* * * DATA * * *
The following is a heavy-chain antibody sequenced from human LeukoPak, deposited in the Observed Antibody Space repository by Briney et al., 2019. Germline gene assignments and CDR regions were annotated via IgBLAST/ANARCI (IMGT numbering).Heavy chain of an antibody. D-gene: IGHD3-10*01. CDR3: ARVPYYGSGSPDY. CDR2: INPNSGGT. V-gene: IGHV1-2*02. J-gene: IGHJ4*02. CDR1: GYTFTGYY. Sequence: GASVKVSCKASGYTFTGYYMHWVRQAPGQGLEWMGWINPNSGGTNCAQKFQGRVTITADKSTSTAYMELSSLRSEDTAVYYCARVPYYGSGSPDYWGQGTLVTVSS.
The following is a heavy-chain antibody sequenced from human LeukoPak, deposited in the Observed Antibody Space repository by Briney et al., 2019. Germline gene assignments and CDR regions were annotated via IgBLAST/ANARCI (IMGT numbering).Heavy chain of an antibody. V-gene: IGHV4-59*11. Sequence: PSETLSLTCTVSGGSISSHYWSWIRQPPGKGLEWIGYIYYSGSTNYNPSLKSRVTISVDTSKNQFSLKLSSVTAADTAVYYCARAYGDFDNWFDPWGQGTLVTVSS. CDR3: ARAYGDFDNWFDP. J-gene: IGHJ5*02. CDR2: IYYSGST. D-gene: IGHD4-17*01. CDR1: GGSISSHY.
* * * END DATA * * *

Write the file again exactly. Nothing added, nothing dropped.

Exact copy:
The following is a heavy-chain antibody sequenced from human LeukoPak, deposited in the Observed Antibody Space repository by Briney et al., 2019. Germline gene assignments and CDR regions were annotated via IgBLAST/ANARCI (IMGT numbering).Heavy chain of an antibody. D-gene: IGHD3-10*01. CDR3: ARVPYYGSGSPDY. CDR2: INPNSGGT. V-gene: IGHV1-2*02. J-gene: IGHJ4*02. CDR1: GYTFTGYY. Sequence: GASVKVSCKASGYTFTGYYMHWVRQAPGQGLEWMGWINPNSGGTNCAQKFQGRVTITADKSTSTAYMELSSLRSEDTAVYYCARVPYYGSGSPDYWGQGTLVTVSS.
The following is a heavy-chain antibody sequenced from human LeukoPak, deposited in the Observed Antibody Space repository by Briney et al., 2019. Germline gene assignments and CDR regions were annotated via IgBLAST/ANARCI (IMGT numbering).Heavy chain of an antibody. V-gene: IGHV4-59*11. Sequence: PSETLSLTCTVSGGSISSHYWSWIRQPPGKGLEWIGYIYYSGSTNYNPSLKSRVTISVDTSKNQFSLKLSSVTAADTAVYYCARAYGDFDNWFDPWGQGTLVTVSS. CDR3: ARAYGDFDNWFDP. J-gene: IGHJ5*02. CDR2: IYYSGST. D-gene: IGHD4-17*01. CDR1: GGSISSHY.